For systemic or local application, the concentration of docusate sodium in fluids at the cellular level is preferably no greater than about 0.2 mg per ml of such fluids to provide a safety factor thereby ensuring that there are not toxic side affects to the host. While docusate sodium is used as a food additive and as a pharmaceutical stool softening agent, it is known that such uses do not provide a systemic or local concentration of from about 0.01 mg to about 0.2 mg of docusate sodium per ml on a cellular level as is required for practice of the present invention.
Docusate sodium can be administered orally, intravenously, subcutaneously, intramuscularly, intracutaneously, topically or by inhalation or instillation into a body site or cavity. Regardless of the type of administration, it may be dispersed in a pharmaceutically acceptable carrier. For example, when administered orally, it can be in tablet or capsule carriers, which can include components such as excipients, bulking agents, lubricants, disintegrants, solubilizing solvents, dyes and the like. It can also be administered orally in a suitable liquid carrier. For example, a carrier comprising ethanol and/or glycerol or the like. The term "carrier" further includes vehicles or materials useful in preparing an injection or intravenous form of docusate sodium such as isotonic saline-type solutions, isotonic dextrose-type solutions and the like. When used topically to treat superficial and cutaneous bacterial infection it may be formulated into a pharmaceutically acceptable composition, such as, for example, a lotion, cream, solution emulsion, salve and the like. It can also be applied topically as a powder or dry or liquid spray. Additionally, it can be provided for administration in pharmaceutically acceptable mouthwash formulations for treating and/or preventing oral and laryngeal bacterial infections and for inhibiting dental plaque.
In further examples of vehicles for administration of docusate sodium, it may be provided in a pharmaceutically acceptable carrier for use as an aerosol spray for bronchial inhalation therapy, for instance. It may also be provided as the active anti-bacterial ingredient in an anti-bacterially effective powder. It may also be provided in a cleanser formulation for use in disinfecting body surfaces or as a sanitizer for disinfecting surfaces such as bathroom and kitchen fixtures and the like.
In a further exemplary embodiment of using docusate sodium as an anti-bacterial agent, a material such as a cellulosic web, can be used as a substrate or carrier for an effective amount of docusate sodium. Thus, for example, a facial tissue, a bathroom tissue or a hand towel or the like may be impregnated with an anti-bacterially effective amount of docusate sodium. Use of such impregnated tissues or towels can result in controlling spread of bacterial infection.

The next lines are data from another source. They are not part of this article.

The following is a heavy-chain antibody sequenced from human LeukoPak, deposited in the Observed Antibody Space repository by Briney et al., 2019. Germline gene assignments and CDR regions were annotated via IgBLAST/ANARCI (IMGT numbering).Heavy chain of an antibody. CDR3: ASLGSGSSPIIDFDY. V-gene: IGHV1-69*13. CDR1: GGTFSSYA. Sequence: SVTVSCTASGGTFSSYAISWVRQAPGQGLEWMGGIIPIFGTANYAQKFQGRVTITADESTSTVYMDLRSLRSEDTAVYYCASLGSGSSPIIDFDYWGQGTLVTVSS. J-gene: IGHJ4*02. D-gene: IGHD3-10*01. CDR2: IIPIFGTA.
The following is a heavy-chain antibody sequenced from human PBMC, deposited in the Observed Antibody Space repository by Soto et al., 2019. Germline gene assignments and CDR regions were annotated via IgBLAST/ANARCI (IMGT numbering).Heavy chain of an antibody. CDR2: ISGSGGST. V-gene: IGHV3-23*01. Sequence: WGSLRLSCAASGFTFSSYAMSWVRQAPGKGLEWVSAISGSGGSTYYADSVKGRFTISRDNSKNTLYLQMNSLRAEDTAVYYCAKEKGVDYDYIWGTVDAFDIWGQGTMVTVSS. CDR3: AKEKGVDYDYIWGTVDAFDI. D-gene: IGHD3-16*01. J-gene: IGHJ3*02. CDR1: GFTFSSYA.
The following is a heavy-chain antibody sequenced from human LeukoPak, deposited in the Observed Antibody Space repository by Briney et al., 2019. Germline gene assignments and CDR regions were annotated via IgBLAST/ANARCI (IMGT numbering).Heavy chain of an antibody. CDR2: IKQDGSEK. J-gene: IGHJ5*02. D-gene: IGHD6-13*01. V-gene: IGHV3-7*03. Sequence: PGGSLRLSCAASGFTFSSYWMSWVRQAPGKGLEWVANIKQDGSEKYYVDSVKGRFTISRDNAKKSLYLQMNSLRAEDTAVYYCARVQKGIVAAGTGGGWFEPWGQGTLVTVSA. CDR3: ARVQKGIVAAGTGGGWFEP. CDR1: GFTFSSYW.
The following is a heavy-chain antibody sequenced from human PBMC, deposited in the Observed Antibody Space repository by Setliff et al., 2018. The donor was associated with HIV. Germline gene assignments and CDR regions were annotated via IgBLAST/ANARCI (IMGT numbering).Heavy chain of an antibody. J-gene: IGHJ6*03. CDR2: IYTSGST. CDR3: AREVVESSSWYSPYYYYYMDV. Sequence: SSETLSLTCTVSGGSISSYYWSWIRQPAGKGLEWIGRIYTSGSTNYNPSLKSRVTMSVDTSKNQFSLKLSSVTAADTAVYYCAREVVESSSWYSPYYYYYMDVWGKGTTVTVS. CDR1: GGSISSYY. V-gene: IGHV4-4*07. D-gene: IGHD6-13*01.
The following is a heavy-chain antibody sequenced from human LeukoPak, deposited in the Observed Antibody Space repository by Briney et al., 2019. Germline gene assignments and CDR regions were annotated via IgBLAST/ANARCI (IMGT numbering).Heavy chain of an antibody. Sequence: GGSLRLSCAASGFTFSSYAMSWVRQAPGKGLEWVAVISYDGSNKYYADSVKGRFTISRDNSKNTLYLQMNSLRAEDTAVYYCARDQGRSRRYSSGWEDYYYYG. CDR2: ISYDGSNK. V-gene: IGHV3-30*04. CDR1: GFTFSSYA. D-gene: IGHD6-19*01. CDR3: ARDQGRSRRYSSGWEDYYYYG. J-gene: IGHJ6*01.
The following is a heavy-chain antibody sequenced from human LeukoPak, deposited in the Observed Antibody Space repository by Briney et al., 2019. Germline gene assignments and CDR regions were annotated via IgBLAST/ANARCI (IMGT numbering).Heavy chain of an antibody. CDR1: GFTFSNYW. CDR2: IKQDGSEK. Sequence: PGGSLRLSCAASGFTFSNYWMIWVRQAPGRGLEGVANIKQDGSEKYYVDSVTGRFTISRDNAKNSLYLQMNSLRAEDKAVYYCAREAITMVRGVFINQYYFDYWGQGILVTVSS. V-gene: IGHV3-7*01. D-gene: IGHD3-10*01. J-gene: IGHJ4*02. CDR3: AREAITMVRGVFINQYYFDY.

For example, non-woven substrates such as wet-creped hand towels and spunbonded and meltflown polymeric webs commonly used in disposable hospital items such as surgical drapes, gowns, bedsheets, pillow cases and textile materials and the like can be impregnated with docusate sodium. Hygienic face masks used by persons suffering from respiratory illness or by persons working in a dusty environment where the dust is contaminated with pathogenic bacteria can be impregnated with an anti-bacterially effective amount of docusate sodium. Further, disposable diapers can be impregnated with docusate sodium as well as tampons and intravaginal sponges and the like. Docusate sodium may also be provided in an appropriate carrier as a vaginal douche.
In one exemplary embodiment of the present invention, docusate sodium is provided in a time/sustained-release capsule form as is known in the art. In such form, from about 5 mg to about 35 gms of docusate sodium is administered per day to the human or animal host either as a treatment for an existing bacterial infection or as a prophylactic to prevent bacterial infection.
When docusate sodium is administered as a treatment for systemic or local bacterial infection, the dosage regimen is adjusted such that the systemic or local concentration of docusate sodium in the body fluids of the human or animal host at the cellular level is from about 0.01 to about 0.2 mg per ml of fluid. The treatment is continued until the infection is healed. When docusate sodium is administered as treatment for superficial and cutaneous bacterial infection, docusate sodium may be topically administered to bacterial lesions at the site of infection on the external surface of the human or animal host, preferably at least daily, until the infection is healed. For some superficial and cutaneous bacterial infections, topical treatment is augmented with systemic treatment as is described herein for treatment of systemic bacterial infections.
For the treatment of systemic bacterial infection and subcutaneous bacterial infection, the preferred method of treatment is internal administration of docusate sodium to effect a systemic or local concentration of from about 0.01 to about 0.2 mg of docusate sodium per ml of body fluid at the cellular level. For cutaneous and superficial bacterial infection, the preferred route of administration is by topical application of the docusate sodium as a spray, lotion, cream, salve, ointment or powder or the like. Preferably, the concentration of docusate sodium provided by the topical treatment is from about 0.01 to about 0.2 mg of docusate sodium per ml of fluid at the cellular level.